Anthurium Terminology Cheat Sheet

Anthuriums in grow tent

Hello! The contents of this page are based on information I've gleaned from a variety of different sources (Facebook groups, forums, YouTube videos, online articles, discussions with other plant friends, etc.). It is correct to the best of my knowledge but I am in no way an expert or a horticultural professional. This blog post is meant only to share what I've learned over the past 3 years as a hobbyist. If any of the information I've posted here is incorrect, please let me know and I will correct it.

Thank you all!

Let's be real. Anthuriums are confusing.

When I first started getting into more ✨ f a n c y ✨ anthuriums, it felt like learning a whole new language. The community as a whole has developed a lot of shorthand names for popular hybrids and species, and unless you have been around for a while and know exactly which plant people are referring to, you might feel a little bit lost.

When I started out, not only did I have no idea what a "RLFS" was, but I was equally at a loss for what shorthand terms like "aff." and "sp. nov." meant.

I've decided to break up the information into two posts. For a rundown on all those Latin-based shorthand terms and botanical naming conventions, check out my article titled Botanical Taxonomy & Nomenclature.

For your "cheat sheet" on common terms and plant names floating around the anthurium hobbyist community, stick around and keep on scrolling.

Here we go!

Anthurium Terminology

CloneA "clone" refers to any plant produced via vegetative cutting, thus making it genetically identical to the original plant.

A selfed plant is NOT a clone. Any type of sexual reproduction, even with itself, introduces genetic variation.
OffsetAn offset is a specific type of clone.

Anthuriums often "pup," producing offsets that can be separated from the parent plant, potted up and grown separately.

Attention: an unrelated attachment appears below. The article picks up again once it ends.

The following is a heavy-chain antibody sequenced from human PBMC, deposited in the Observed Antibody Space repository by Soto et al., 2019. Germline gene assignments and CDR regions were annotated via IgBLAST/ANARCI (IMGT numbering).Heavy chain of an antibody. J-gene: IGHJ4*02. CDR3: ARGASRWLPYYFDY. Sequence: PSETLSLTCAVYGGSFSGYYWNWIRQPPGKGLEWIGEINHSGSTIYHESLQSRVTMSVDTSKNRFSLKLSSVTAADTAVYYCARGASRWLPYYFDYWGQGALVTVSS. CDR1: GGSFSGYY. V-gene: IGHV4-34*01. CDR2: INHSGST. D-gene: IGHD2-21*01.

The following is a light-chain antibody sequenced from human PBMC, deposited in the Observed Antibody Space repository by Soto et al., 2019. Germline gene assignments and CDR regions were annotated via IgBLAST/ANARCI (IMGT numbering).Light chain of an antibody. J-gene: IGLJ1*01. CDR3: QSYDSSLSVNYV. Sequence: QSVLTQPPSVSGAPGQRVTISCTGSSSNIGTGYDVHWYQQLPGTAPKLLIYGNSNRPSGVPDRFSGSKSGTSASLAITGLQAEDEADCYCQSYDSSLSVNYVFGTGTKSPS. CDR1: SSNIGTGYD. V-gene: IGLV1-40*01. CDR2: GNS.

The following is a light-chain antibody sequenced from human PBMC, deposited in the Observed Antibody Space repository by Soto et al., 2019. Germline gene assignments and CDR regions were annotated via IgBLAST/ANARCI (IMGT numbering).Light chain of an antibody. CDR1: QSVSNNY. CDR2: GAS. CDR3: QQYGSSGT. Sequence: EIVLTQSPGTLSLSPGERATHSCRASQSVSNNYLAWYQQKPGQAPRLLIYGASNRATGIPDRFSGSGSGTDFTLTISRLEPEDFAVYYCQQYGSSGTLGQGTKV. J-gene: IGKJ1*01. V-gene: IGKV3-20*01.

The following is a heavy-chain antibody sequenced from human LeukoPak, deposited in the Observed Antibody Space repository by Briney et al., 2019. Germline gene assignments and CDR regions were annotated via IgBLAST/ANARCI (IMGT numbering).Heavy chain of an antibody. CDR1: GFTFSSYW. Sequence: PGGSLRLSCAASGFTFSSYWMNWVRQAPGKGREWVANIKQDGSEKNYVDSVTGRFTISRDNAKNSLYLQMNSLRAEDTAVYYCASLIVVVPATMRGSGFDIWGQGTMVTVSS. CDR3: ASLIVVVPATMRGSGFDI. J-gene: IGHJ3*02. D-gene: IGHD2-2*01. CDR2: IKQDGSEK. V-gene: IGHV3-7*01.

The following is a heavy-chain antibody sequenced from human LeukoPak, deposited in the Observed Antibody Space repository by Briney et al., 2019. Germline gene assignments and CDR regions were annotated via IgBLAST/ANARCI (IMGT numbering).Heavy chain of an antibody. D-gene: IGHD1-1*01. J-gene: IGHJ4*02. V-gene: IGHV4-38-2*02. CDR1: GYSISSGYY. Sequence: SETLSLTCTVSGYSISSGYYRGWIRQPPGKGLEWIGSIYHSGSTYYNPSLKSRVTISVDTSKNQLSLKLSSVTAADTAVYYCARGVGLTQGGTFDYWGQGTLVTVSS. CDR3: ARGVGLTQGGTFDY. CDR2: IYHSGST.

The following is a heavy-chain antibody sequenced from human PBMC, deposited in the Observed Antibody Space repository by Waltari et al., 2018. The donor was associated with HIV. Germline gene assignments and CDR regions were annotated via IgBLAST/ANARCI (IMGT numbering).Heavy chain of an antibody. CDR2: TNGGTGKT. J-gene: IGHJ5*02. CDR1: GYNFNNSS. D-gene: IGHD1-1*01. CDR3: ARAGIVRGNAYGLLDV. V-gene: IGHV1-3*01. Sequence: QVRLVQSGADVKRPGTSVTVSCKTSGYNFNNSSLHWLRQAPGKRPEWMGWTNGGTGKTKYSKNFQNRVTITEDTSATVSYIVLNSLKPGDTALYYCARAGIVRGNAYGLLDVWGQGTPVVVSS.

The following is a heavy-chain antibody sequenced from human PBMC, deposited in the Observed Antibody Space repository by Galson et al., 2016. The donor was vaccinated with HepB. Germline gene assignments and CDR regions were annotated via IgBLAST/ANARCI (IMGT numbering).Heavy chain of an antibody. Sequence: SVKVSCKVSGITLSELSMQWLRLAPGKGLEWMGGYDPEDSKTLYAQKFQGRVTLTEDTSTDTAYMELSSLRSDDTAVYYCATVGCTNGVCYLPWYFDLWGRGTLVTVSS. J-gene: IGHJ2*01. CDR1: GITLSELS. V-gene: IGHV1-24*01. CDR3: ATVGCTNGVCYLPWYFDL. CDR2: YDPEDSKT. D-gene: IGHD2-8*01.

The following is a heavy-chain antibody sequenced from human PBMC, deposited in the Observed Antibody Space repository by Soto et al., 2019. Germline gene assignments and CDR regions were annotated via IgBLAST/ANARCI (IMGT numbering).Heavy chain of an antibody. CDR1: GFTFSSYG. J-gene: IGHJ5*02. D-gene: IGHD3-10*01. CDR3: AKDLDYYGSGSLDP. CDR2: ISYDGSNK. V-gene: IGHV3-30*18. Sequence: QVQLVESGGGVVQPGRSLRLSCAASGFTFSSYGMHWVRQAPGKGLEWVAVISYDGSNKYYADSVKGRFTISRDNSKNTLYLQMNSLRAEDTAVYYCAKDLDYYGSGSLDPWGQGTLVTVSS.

If you hear someone use the term "division" when talking about anthuriums, they're probably talking about an offset.
x self or just "selfed"
Refers to any plant that has been bred with itself.

Ex: Anthurium (crystalinum x magnificum) x self

Selfed plants do not always resemble the parent plant, and it's important to keep track of & note when hybridizing anthuriums as it makes a difference in genetics as well as market value.
Blister variegationRefers to a rare form of variegation on anthuriums (as well as some other aroids) that looks like the silver veining on the leaf has bled or "popped" like a blister (sorry for the visual).

I currently own a blister variegated red crystal x pap that looks rather funky and cool.
F1Short for "fili 1"

F1 refers to the first generation of seedlings produced between two genetically different parents.

Ex: Anthurium dorayaki F1

A receptive A. dorayaki fertilized with pollen from another A. dorayaki will produce hybrid seedlings that are A. dorayaki F1 (first generation).

In anthurium breeding, the parent plants would be selected based on genetic traits you find most desirable and want to bring out in the seedlings.  (Source)
F2Short for "fili 2"

Refers to the second generation of hybrid seedlings produced by parents selected from the previous (F1) generation of seedlings.

It is common for novice plant hybridizers to refer to selfed seedlings as "F2." This is incorrect.

Ex: Anthurium dorayaki F2 vs. Anthurium dorayaki x self

After your initial cross with two different A. dorayaki parent plants, you notice a couple of the seedlings in your F1 batch have brighter & thicker silver venation than others. Once they reach flowering maturity, you choose the two plants with the brightest silver and breed them. The seedlings produced from this cross are now A. dorayaki F2 (second generation).

A receptive A. dorayaki flower pollinated with it's own pollen will produce seedlings that are A. dorayaki x self, not A. dorayaki F2. In hybridizing, you need to start with 2 different parent plants to create your first F1 generation.

Note: My example here is overly simplified. In your typical breeding program, you'll have much more than 2 parent plants at any given time, but I wanted to keep things easy.
F3, F4, etc.Short for "fili 3," "fili 4," etc.

Just like last time, the third generation of seedlings will be produced from parents selected out of the previous (F2) generation of plants. If you select your two favorite plants from the F2 batch and breed them, the resulting seedlings will be A. dorayaki F3 (third generation).

This can continue for as long as you keep selecting & breeding generations of plants (I currently have a plant crossed with an A. dorayaki F8).

Anthurium breeding is a repetitive process of selecting parents from the previous generation and breeding them, continually choosing parents for the genetic traits you want in an effort to produce plants that look and grow the way you want. After several generations and careful selection, it's possible to produce a hybrid plant that looks completely different from the parent plants you originally started out with.
Open pollinatedIn anthuriums, this refers to flower pollination via an uncontrolled method, such as wind, insects, birds, animals, etc.